Monday, August 10, 2015

The Atlantic On Hypersensitivity and Intolerance On College Campuses

The Atlantic recently published two major articles on the growing issues of ideological hypersensitivity and intolerance on college campuses.

1) "The Coddling of the American Mind" by Greg Lukianoff and Jonathan Haidt. As they summarize:
In the name of emotional well-being, college students are increasingly demanding protection from words and ideas they don’t like. Here’s why that’s disastrous for education — and mental health.
2) "That's Not Funny! Today’s college students can’t seem to take a joke" by Caitlin Flanagan.  From the article:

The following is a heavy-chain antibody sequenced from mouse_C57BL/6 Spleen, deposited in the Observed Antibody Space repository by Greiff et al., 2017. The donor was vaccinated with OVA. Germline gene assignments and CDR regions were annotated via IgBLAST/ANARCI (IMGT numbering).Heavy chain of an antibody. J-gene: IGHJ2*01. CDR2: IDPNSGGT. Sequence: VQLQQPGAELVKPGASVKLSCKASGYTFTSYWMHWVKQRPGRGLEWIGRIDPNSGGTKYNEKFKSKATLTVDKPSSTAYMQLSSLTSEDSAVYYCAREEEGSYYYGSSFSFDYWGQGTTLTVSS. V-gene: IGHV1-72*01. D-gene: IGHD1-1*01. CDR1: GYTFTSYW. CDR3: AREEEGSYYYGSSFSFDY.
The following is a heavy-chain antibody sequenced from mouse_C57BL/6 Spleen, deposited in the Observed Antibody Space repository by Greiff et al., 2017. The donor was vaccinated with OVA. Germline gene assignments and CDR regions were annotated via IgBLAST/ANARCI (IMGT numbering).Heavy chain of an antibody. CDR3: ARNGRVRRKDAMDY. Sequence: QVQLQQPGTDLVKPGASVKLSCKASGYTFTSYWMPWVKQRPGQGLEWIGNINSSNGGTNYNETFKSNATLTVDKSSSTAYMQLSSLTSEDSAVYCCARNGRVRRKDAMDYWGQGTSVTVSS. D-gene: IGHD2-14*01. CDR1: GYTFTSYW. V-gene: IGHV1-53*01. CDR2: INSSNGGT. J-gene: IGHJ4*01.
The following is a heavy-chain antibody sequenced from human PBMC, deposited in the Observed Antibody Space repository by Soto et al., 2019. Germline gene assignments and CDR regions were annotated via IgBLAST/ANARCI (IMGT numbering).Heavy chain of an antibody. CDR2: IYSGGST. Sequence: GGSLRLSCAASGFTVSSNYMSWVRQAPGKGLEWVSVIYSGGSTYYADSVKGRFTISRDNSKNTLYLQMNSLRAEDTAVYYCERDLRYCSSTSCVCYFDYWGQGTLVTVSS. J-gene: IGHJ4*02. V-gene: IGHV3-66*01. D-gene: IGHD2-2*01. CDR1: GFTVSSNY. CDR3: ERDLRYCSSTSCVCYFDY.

[T]hey wanted comedy that was 100 percent risk-free, comedy that could not trigger or upset or mildly trouble a single student. They wanted comedy so thoroughly scrubbed of barb and aggression that if the most hypersensitive weirdo on campus mistakenly wandered into a performance, the words he would hear would fall on him like a soft rain, producing a gentle chuckle and encouraging him to toddle back to his dorm, tuck himself in, and commence a dreamless sleep — not text Mom and Dad that some monster had upset him with a joke.
Both of these are excellent, detailed analyses.

As I said on social media: "If you go to college, you should expect to be exposed to ideas you find disagreeable or even offensive. If you can't handle that, stay home. You can still learn a lot from watching YouTube videos from Khan Academy and Sesame Street."